Date: Monday, April 03, 2017
Location: 1866 East Hall (4:00 PM to 5:00 PM)
Title: Integrability, random matrices and Painleve in quantum chaos
Abstract: Properties of a quantum system become universal in the fully chaotic limit, i.e. when the corresponding classical dynamics obey hyperbolicity (the exponential sensitivity to the initial conditions) and ergodicity (typical classical trajectories fill out the available phase space uniformly). At sufficiently long times, the single particle dynamics is governed by global symmetries rather than by system particularities and demonstrate a universal behavior. In this universal regime the quantum observables can be represented by random matrix integrals. The deformandstudy approach is an adopted string theory method for revealing hidden symmetries in completely integrable systems. It allows to establish nonlinear differential identities for the observables in terms of internal parameters of the system. The implementation of the above strategy will be demonstrated for the problem of quantum transport in chaotic cavities. According to the Landauertype theories the transport observables such as conductance are expressed in terms of the scattering Smatrix. In the universal regime the Smatrix is uniformly distributed over the unitary group, the Landauer conductance distribution takes a form of a matrix integral  an object suitable for the analysis by the deformandstudy technique. It was shown that the cumulant generation function of conductance distribution is expressed in terms of a solution to the Painleve V equation, which, in turn, allows to derive a recurrence for cumulants of conductance. This mean that the problem of quantum transport in chaotic cavities is completely integrable in the universal regime. Some very recent results concerning the power spectrum distribution of eigenvalues in a chaotic system, which were derived with the help of integrable system theory, will be highlighted in the talk as well.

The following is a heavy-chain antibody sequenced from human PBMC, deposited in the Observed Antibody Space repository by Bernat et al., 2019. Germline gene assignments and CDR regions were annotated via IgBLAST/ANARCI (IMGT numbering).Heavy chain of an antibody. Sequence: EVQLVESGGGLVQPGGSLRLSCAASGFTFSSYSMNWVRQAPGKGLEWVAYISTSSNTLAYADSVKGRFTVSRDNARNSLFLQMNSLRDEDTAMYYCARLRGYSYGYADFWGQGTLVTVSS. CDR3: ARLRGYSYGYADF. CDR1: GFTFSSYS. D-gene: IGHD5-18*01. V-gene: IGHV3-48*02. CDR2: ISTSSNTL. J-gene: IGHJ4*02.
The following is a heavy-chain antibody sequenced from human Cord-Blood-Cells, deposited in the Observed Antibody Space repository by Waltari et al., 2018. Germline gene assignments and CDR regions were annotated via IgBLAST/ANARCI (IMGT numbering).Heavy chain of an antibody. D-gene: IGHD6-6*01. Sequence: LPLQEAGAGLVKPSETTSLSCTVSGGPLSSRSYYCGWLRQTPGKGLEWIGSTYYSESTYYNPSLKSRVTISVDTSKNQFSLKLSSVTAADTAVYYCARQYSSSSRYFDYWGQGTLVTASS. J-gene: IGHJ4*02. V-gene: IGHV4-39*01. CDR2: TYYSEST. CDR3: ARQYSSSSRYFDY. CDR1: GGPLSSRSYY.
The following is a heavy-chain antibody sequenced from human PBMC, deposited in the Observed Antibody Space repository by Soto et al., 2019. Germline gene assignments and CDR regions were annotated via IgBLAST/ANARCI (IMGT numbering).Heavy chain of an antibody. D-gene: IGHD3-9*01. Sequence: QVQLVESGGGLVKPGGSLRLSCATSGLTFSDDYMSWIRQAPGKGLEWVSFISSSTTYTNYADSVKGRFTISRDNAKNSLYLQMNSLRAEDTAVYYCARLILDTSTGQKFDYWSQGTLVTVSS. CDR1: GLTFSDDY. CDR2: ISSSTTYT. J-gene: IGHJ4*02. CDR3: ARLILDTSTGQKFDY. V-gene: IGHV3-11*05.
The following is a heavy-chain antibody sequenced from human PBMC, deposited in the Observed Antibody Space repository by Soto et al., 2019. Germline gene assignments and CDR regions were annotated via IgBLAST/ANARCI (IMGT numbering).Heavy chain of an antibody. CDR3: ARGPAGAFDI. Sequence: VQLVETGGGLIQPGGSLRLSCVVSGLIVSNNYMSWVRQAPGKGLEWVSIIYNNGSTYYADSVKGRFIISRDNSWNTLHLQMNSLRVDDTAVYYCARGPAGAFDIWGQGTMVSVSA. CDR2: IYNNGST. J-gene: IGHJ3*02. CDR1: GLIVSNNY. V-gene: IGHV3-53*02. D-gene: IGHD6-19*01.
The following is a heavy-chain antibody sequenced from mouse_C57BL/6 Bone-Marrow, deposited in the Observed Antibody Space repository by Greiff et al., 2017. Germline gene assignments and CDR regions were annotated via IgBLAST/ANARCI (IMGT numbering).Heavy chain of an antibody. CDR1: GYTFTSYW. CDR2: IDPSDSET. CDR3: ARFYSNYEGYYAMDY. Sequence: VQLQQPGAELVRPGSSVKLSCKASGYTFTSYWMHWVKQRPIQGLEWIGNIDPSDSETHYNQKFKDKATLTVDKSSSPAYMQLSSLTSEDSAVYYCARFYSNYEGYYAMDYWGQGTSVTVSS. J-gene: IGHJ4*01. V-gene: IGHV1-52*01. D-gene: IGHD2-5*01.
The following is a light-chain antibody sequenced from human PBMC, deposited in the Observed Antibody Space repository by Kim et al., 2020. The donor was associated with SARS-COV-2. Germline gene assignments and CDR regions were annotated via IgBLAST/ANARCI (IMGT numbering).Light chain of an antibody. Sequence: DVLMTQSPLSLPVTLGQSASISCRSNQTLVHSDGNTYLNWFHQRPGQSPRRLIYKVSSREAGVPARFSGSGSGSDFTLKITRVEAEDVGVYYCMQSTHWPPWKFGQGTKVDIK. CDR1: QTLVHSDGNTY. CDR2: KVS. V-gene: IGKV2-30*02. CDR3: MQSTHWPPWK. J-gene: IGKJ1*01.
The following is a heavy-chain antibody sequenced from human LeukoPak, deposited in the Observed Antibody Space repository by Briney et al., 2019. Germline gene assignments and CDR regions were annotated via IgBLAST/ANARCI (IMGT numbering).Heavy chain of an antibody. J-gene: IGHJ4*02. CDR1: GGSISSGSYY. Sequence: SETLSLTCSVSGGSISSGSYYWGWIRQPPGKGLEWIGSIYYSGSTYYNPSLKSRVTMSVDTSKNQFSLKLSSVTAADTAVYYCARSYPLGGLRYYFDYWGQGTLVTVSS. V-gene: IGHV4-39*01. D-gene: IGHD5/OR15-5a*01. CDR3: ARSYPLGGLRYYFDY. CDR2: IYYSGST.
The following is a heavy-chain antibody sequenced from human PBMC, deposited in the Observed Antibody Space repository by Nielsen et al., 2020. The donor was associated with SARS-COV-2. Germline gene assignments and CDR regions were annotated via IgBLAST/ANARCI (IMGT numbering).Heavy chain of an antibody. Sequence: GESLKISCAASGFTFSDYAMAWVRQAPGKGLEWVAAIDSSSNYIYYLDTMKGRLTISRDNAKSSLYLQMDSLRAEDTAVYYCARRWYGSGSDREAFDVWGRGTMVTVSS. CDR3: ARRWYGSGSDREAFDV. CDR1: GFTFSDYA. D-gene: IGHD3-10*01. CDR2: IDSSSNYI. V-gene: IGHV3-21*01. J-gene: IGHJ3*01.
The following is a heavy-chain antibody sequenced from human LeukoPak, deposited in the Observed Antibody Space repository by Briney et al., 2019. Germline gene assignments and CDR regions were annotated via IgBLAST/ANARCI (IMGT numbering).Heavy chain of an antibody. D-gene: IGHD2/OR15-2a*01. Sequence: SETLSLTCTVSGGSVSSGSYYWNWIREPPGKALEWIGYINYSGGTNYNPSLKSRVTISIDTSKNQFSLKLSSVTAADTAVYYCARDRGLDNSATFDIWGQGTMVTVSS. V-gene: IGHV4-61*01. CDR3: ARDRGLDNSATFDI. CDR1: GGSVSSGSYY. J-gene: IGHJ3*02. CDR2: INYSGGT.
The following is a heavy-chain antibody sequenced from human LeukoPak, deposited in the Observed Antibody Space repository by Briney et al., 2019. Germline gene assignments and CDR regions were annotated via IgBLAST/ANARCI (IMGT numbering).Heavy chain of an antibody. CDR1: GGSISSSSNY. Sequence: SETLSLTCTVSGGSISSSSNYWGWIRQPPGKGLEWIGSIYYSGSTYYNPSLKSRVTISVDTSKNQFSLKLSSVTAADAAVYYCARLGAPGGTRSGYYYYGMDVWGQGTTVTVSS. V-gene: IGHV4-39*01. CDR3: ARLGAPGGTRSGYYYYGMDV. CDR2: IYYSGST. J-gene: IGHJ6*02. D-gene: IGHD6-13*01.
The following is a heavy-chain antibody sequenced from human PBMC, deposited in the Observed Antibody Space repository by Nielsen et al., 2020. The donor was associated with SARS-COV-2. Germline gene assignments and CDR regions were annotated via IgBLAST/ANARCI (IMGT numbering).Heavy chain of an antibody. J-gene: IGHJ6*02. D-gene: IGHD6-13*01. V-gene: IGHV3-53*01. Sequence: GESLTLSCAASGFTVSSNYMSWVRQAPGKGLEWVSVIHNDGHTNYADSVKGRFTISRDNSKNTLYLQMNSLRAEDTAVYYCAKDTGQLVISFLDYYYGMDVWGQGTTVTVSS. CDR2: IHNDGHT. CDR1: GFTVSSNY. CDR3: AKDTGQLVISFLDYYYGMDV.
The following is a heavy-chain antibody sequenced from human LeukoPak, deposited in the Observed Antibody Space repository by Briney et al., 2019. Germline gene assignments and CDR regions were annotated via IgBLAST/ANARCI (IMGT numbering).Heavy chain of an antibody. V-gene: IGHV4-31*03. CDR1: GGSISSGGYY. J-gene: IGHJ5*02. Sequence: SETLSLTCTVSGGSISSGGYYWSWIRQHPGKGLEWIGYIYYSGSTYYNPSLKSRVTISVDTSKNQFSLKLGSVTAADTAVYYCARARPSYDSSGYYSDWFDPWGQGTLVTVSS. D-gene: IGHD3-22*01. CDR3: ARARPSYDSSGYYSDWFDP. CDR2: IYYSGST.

Files:
Speaker: Vladimir Osipov
Institution: Lund University
Event Organizer: Thomas Bothner bothner@umich.edu